Patient-centered practice primarily requires professionals with the ability to care. The study's findings are encouraging because nearly 43% of participants achieved high scores, and just below 67% scored average to high in the trait of personal relations, essential for individuals opting for careers in health care. Pharmacy students exhibited a predispostion to caring and developed caring, collaborative relationships with patients and other health care providers.

Pharmacists' caring ability and pharmacy students' ability to provide care is supported by other studies which have focused on the delivery of direct patient care in pharmacy.25,26 The profession has been encouraged to adopt specific caring behaviors and integrate them into routine practice.27 However, inherent personality traits need to be enhanced through appropriate academic learning and professional socialization.22 The largest proportion (46%) of students scored high in the trait of original thinking, which illustrates their predisposition to problem solving and creative innovation. These traits are in line with the newer practice models with an emphasis on quality outcomes in which pharmacists are expected to demonstrate problem-solving and critical-thinking skills, especially in areas of clinical practice and drug information. Students exhibiting original thinking are also more receptive to the nontraditional teaching methods such as student-centered, problem-based learning, to which pharmaceutical care lends itself well.28 The solving of technical problems, however, also is compatible with the older distributive practice model.19

The top 4 personality traits in the present study are the same as those of a similar study using the GPPI in the US.29 Of interest, the trait of ascendency occupies the bottom ranking in the US study and next to the last in the present study. A lack of ascendency in these students denotes individuals with a passive nature who are not predisposed to leadership roles. This is of concern as the current trends in practice require pharmacists to possess independent decision-making skills and take the lead within the health care team in assuming responsibility for therapeutic outcomes. The practice of pharmacy apparently still attracts individuals who identify with the older practice models such as drug distribution in which pharmacists followed a routine and newer model skills were not an essential prerequisite for practice.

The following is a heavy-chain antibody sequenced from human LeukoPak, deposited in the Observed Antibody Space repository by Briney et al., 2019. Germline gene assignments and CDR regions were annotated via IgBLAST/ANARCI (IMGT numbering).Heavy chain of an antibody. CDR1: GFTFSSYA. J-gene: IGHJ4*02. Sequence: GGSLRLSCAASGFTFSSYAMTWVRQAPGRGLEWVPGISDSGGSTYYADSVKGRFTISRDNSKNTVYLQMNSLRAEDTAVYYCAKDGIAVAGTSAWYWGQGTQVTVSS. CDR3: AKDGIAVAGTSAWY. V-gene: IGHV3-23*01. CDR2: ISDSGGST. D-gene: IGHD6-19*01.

Although as students get older, obtain degrees, and enter practice, their level of ascendency may increase, along with all other personality traits, US data indicate that the trait of ascendency ranked low for both pharmacy students and pharmacists.29 The ability to communicate with patients and other health care professionals is essential to achieving desired patient outcomes. Individuals who have the ability to communicate and enjoy interacting with people would tend to achieve high scores in the trait of sociability. In this study, however, only 36.5% of students, most of whom were males (p < 0.05), perceived themselves as being sociable and therefore predisposed to developing the appropriate communication skills to feel comfortable working in an environment requiring that skill. This finding may be explained in part because secondary state and faith school education in Malta remain single gendered, and females tend to keep a lower profile so they will not appear competitive.30

While apprehension over communication has previously been reported in pharmacy students, the rate was consistent with the 20% prevalence in the general population.31 However, a concern in this study is that over 41% of students scored low in the trait of sociability. Unless adequately addressed through relevant undergraduate and continuing education courses, this could become a barrier to future practice.32-34

A large proportion of students (47.6%) obtained a low score in self-esteem, indicating that they were not comfortable taking action, and their self-worth was more driven externally than internally. Individuals with low self-esteem may find it difficult to take and maintain control of situations. Of interest was that those participants who chose pharmacy as their first-choice of study scored higher on the trait of vigor, which is desirable in individuals working in fast-paced environments and as entrepreneurs.